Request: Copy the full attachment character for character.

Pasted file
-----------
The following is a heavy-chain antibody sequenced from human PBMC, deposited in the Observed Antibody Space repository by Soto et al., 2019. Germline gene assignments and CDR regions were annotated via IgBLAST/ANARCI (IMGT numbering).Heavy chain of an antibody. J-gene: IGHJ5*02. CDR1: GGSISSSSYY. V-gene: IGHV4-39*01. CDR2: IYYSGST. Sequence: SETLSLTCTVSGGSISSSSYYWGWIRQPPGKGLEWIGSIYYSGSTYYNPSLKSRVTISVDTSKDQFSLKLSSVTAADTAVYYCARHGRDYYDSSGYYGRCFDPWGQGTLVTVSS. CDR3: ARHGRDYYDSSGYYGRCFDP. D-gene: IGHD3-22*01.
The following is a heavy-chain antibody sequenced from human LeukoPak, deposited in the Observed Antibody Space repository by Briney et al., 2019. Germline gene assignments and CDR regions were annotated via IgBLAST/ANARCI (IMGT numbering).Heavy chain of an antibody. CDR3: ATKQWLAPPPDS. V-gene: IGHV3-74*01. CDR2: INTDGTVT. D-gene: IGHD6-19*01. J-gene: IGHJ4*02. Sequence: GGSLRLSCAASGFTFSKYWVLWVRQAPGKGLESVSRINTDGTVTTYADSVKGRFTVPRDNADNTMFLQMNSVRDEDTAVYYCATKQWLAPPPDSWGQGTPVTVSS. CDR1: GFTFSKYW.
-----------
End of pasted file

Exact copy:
The following is a heavy-chain antibody sequenced from human PBMC, deposited in the Observed Antibody Space repository by Soto et al., 2019. Germline gene assignments and CDR regions were annotated via IgBLAST/ANARCI (IMGT numbering).Heavy chain of an antibody. J-gene: IGHJ5*02. CDR1: GGSISSSSYY. V-gene: IGHV4-39*01. CDR2: IYYSGST. Sequence: SETLSLTCTVSGGSISSSSYYWGWIRQPPGKGLEWIGSIYYSGSTYYNPSLKSRVTISVDTSKDQFSLKLSSVTAADTAVYYCARHGRDYYDSSGYYGRCFDPWGQGTLVTVSS. CDR3: ARHGRDYYDSSGYYGRCFDP. D-gene: IGHD3-22*01.
The following is a heavy-chain antibody sequenced from human LeukoPak, deposited in the Observed Antibody Space repository by Briney et al., 2019. Germline gene assignments and CDR regions were annotated via IgBLAST/ANARCI (IMGT numbering).Heavy chain of an antibody. CDR3: ATKQWLAPPPDS. V-gene: IGHV3-74*01. CDR2: INTDGTVT. D-gene: IGHD6-19*01. J-gene: IGHJ4*02. Sequence: GGSLRLSCAASGFTFSKYWVLWVRQAPGKGLESVSRINTDGTVTTYADSVKGRFTVPRDNADNTMFLQMNSVRDEDTAVYYCATKQWLAPPPDSWGQGTPVTVSS. CDR1: GFTFSKYW.